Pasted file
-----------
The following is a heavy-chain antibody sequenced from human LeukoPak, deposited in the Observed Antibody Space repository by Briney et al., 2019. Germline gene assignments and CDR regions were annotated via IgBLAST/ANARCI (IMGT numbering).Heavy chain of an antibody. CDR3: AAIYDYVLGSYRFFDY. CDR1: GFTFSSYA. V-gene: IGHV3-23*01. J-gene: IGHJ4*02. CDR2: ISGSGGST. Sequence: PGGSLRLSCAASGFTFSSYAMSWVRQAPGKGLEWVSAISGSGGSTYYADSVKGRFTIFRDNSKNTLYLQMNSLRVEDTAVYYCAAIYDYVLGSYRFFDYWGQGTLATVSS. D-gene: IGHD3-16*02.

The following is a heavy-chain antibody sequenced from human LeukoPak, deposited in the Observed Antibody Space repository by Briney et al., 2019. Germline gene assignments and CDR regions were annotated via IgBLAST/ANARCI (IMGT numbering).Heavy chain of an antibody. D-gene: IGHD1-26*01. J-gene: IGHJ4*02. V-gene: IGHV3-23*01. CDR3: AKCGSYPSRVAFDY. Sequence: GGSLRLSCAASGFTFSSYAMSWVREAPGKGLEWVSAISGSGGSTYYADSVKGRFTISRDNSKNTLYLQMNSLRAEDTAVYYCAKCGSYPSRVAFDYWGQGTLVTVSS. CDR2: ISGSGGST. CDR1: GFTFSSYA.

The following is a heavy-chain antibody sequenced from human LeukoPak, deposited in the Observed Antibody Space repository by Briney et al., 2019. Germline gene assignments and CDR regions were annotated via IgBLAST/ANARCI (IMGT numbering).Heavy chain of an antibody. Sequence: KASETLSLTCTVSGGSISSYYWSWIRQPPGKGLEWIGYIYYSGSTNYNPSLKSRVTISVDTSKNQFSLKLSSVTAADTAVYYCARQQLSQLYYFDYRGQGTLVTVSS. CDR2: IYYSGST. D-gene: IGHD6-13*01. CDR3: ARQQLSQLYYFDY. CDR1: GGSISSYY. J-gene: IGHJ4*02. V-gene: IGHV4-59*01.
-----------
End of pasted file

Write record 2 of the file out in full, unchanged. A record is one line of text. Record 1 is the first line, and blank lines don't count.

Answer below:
The following is a heavy-chain antibody sequenced from human LeukoPak, deposited in the Observed Antibody Space repository by Briney et al., 2019. Germline gene assignments and CDR regions were annotated via IgBLAST/ANARCI (IMGT numbering).Heavy chain of an antibody. D-gene: IGHD1-26*01. J-gene: IGHJ4*02. V-gene: IGHV3-23*01. CDR3: AKCGSYPSRVAFDY. Sequence: GGSLRLSCAASGFTFSSYAMSWVREAPGKGLEWVSAISGSGGSTYYADSVKGRFTISRDNSKNTLYLQMNSLRAEDTAVYYCAKCGSYPSRVAFDYWGQGTLVTVSS. CDR2: ISGSGGST. CDR1: GFTFSSYA.